Houston extends minimum parking exemptions into East End, Midtown


Car-centric Houston gets a little less car-centric.

Free Parking Monopoly square

Photo: Flickr user Alan Cleaver.

Car-centric Houston gets a little less car-centric.

After almost one year of presentations and stakeholder engagement, Houston City Council voted Wednesday to approve the extension of market-based parking from downtown into the East End and parts of Midtown.

Market-based parking exempts areas from the citywide parking minimums, allowing property owners to provide the number of off-street parking spaces "they believe are necessary to service their customers," according to the planning department. "This change gives property owners more flexibility in the use o their property and removes a bureaucratically-imposed minimum that is based on one-size-fits-all analysis." The area, notes the planning department has "sufficient multimodal transportation system, high transit ridership, and the existence of significant surface and parking garage spaces."

The expansion was supported by the East Downtown Management District and the Midtown Management District.

Market Based Parking land use map

Downtown (shown inside the solid black lines) is already included in the minimum parking exemption area. The amendment extends the area into the East End and parts of Midtown. Source: City of Houston.

"It seems to make sense," said Councilmember Michael Kubosh, referring to the recent development in East Downtown. The change, he said, will benefit people, "who want to be able to walk to a restaurant or a store. People like me, well, I’m going to have to be dropped off."

But some council members expressed hesitation about the push to lift parking requirements. "I'm glad to see that there appears to be a carve out and a compromise that is focusing these concentrated no parking requirements primarily along the Main Street corridor and to the west," said Councilmember Mike Laster about the exemption's expansion into Midtown. But, he argued, "the market has determined that they can make money as it is," he said. "We have parking requirements to protect neighborhoods," he argued.

"More parking lots in our neighborhoods do not protect our neighborhoods," Councilmember Robert Gallegos, whose district includes East Downtown, responded. He also said he reached out to the planning department to enhance transit-oriented development and was told there would be additional proposals brought to council later this year.

Councilmember Greg Travis, the only council member to vote against the amendment, insisted parking spaces were necessary because people wouldn't walk to destinations. "Today? Walk for two blocks, it's not going to happen."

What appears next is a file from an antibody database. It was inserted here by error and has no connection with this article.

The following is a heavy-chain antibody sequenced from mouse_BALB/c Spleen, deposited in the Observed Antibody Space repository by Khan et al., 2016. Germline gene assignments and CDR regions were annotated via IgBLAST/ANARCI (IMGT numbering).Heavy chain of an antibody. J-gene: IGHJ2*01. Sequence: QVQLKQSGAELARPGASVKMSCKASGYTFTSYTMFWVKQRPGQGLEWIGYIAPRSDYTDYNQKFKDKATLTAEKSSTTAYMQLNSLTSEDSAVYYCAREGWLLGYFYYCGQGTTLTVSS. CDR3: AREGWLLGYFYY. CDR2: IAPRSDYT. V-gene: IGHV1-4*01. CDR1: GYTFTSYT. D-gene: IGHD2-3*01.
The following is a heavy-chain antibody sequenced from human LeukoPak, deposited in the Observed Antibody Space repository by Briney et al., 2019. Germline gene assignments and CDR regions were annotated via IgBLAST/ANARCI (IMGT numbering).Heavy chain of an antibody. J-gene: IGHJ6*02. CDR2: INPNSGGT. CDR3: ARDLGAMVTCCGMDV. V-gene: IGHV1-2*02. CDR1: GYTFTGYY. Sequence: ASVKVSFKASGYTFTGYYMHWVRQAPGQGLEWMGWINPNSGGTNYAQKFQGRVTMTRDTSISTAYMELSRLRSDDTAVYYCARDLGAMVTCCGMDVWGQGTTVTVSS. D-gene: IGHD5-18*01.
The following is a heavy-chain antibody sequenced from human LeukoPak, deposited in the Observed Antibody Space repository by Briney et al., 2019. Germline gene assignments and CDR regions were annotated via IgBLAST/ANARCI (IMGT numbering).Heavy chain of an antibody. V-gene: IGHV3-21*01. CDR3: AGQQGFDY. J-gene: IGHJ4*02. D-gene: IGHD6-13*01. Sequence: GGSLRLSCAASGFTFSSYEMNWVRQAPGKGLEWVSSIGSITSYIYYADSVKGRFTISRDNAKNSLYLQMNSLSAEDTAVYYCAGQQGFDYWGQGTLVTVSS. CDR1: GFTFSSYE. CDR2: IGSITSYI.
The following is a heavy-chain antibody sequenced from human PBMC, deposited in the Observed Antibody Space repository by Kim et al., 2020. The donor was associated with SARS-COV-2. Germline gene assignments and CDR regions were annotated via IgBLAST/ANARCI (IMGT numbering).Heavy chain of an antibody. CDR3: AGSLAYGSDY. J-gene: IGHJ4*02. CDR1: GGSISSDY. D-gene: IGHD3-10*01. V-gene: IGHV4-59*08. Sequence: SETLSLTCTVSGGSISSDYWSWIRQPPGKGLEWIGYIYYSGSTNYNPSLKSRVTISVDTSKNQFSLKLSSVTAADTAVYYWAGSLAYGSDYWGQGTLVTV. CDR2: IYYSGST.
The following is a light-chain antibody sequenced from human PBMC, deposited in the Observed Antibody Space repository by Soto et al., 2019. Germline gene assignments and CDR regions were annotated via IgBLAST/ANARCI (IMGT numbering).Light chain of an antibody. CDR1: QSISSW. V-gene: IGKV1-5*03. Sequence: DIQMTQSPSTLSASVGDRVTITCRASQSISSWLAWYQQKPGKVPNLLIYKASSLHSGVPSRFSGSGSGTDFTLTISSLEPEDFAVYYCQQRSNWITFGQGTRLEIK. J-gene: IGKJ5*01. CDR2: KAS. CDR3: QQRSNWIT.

In response, Mayor Sylvester Turner was quick to point out that the majority of businesses in the affected areas were supportive. The Kinder Houston Area Survey, meanwhile, has tracked the increasing desire for walkable urbanism among Houston-area residents.

In addition to lifting the minimum parking requirements, the amendment will "reflect the current development trends," according to the planning department, as well as "encourage the retention and adaptive reuse of existing structures by eliminating the need to demolish a structure in order to create a parking lot."

The amendment, which excludes certain residential areas within the expansion area, also allows for "the creation of alternative parking standards within the defined area to account for unique parking demands."

Urbanists and advocates for more pedestrian-scale planning have long highlighted the consequences of parking minimums and policies that prioritize parking.

"Parking is the single biggest land use in most cities," said Donald Shoup, a research professor at the University of California, Los Angeles' urban planning department, back in 2018 upon the release of his book, Parking and the City. "[T]here’s more land devoted to parking than there is to housing or industry or commerce or offices," Shoup said.

“The way cities approach parking has massive consequences for how we travel, how our cities look, and how and where we build housing,” said Michael Manville, assistant professor of urban planning at UCLA and a contributor to the book.

Elsewhere Shoup has described parking minimums as "fertility drugs for cars." And in 2016, Shoup summarized the problems with minimum parking requirements, writing that they, "subsidize cars, increase traffic congestion and carbon emissions, pollute the air and water, encourage sprawl, raise housing costs, exclude poor people, degrade urban design, reduce walkability and damage the economy."

In Houston, Councilmember Karla Cisneros said Wednesday that the council's decision to expand the parking minimum exemption is part of recognizing where Houston is headed. It "will be good for small business development and," she said, "will lead to better streetscapes in this transition period of becoming an increasingly urban city, which will help us be greener, healthier and a more walkble Houston."



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